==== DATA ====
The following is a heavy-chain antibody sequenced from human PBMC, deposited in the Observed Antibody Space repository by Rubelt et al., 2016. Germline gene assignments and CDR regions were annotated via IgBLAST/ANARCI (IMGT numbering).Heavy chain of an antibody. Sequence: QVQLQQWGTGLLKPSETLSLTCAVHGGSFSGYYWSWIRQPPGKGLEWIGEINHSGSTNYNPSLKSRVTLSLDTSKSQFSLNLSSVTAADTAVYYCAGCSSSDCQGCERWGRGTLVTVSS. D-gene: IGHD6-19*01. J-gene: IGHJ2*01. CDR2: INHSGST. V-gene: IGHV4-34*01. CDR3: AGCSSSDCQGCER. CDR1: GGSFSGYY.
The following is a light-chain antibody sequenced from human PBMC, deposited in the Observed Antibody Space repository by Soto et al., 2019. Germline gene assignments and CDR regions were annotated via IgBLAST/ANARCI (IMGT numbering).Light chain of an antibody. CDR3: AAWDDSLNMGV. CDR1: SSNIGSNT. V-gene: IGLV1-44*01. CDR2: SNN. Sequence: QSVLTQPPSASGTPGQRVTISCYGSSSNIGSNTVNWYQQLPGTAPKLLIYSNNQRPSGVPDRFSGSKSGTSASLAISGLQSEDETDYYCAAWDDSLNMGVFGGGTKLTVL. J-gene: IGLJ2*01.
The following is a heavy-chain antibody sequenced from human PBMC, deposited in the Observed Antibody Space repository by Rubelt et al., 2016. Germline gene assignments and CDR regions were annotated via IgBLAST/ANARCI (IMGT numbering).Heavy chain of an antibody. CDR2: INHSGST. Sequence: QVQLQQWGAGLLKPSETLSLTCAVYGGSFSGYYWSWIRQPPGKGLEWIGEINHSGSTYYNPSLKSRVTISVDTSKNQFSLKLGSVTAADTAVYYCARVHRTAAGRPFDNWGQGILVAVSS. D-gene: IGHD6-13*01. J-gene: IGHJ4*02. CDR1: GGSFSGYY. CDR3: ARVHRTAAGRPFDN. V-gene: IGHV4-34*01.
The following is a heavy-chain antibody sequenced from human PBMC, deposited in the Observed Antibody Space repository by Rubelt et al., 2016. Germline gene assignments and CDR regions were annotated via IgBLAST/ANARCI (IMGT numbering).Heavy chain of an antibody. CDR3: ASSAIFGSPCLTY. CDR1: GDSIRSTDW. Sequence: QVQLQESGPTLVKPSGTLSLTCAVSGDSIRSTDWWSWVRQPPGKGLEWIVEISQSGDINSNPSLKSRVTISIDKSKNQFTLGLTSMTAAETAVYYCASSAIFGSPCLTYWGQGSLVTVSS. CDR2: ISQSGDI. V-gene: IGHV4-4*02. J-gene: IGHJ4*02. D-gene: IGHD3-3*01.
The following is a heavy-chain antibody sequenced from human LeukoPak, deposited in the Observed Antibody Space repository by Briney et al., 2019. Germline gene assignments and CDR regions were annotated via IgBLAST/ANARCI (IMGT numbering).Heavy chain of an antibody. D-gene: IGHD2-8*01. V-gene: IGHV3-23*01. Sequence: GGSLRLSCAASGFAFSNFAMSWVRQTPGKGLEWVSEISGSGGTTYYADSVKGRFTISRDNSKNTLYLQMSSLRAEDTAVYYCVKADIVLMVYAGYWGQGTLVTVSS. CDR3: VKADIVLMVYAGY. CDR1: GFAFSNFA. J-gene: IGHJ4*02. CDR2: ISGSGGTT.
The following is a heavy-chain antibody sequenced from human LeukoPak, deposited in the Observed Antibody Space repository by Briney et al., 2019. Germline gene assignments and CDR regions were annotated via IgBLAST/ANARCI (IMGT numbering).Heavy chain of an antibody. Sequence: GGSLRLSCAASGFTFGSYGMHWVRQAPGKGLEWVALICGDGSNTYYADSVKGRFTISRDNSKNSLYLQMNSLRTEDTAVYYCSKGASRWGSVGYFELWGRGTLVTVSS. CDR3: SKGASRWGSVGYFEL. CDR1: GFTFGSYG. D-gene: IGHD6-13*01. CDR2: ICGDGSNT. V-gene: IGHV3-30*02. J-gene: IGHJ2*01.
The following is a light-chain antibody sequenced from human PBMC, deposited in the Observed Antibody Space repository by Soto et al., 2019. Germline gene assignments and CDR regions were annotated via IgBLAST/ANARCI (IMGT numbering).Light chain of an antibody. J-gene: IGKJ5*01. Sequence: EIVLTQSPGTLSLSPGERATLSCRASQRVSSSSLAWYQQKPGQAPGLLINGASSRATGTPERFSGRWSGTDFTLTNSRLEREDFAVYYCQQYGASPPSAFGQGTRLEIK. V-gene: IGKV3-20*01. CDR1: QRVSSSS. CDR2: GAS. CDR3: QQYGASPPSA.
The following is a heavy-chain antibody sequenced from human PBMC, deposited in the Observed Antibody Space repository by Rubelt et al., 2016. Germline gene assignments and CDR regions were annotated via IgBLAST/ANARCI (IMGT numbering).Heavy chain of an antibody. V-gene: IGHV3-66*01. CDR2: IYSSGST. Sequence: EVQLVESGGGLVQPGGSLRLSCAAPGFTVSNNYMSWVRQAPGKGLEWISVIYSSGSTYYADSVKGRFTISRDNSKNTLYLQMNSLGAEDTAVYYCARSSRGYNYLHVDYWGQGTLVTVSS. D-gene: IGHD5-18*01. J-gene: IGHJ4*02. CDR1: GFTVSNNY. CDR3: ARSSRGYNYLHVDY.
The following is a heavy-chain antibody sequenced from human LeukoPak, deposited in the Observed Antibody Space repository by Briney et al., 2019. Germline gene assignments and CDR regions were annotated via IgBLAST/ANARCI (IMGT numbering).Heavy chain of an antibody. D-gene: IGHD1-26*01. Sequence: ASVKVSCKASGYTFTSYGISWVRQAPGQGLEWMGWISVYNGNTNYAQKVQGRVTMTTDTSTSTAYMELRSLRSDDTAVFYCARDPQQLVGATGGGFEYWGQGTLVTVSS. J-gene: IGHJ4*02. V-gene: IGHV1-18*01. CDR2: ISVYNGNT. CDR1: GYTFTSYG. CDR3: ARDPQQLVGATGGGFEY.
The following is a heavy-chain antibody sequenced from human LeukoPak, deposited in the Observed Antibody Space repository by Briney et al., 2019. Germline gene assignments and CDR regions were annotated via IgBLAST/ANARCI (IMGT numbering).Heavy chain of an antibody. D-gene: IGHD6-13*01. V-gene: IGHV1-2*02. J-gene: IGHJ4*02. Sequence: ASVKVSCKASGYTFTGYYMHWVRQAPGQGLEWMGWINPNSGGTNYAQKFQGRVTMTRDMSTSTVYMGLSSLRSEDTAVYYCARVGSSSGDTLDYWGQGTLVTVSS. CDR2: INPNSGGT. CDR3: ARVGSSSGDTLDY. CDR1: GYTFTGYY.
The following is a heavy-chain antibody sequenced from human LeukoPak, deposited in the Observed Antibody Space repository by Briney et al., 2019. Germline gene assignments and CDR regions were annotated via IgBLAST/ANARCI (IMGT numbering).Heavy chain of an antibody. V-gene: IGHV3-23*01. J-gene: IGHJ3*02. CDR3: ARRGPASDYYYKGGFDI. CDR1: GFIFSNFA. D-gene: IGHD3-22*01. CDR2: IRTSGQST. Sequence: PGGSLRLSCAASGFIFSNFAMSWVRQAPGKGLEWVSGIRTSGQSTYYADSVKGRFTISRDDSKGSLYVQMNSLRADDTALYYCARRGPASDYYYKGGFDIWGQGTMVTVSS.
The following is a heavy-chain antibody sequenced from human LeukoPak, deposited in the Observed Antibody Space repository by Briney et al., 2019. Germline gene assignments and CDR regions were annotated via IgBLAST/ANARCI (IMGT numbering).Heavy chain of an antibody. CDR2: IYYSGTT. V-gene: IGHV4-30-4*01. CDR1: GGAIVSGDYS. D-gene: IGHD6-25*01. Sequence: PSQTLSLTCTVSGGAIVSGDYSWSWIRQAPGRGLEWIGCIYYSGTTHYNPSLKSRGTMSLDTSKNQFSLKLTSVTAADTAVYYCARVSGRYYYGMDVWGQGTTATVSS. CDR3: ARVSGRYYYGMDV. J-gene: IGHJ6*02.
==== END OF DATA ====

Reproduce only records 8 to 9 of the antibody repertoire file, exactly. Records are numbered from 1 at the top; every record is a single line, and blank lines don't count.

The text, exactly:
The following is a heavy-chain antibody sequenced from human PBMC, deposited in the Observed Antibody Space repository by Rubelt et al., 2016. Germline gene assignments and CDR regions were annotated via IgBLAST/ANARCI (IMGT numbering).Heavy chain of an antibody. V-gene: IGHV3-66*01. CDR2: IYSSGST. Sequence: EVQLVESGGGLVQPGGSLRLSCAAPGFTVSNNYMSWVRQAPGKGLEWISVIYSSGSTYYADSVKGRFTISRDNSKNTLYLQMNSLGAEDTAVYYCARSSRGYNYLHVDYWGQGTLVTVSS. D-gene: IGHD5-18*01. J-gene: IGHJ4*02. CDR1: GFTVSNNY. CDR3: ARSSRGYNYLHVDY.
The following is a heavy-chain antibody sequenced from human LeukoPak, deposited in the Observed Antibody Space repository by Briney et al., 2019. Germline gene assignments and CDR regions were annotated via IgBLAST/ANARCI (IMGT numbering).Heavy chain of an antibody. D-gene: IGHD1-26*01. Sequence: ASVKVSCKASGYTFTSYGISWVRQAPGQGLEWMGWISVYNGNTNYAQKVQGRVTMTTDTSTSTAYMELRSLRSDDTAVFYCARDPQQLVGATGGGFEYWGQGTLVTVSS. J-gene: IGHJ4*02. V-gene: IGHV1-18*01. CDR2: ISVYNGNT. CDR1: GYTFTSYG. CDR3: ARDPQQLVGATGGGFEY.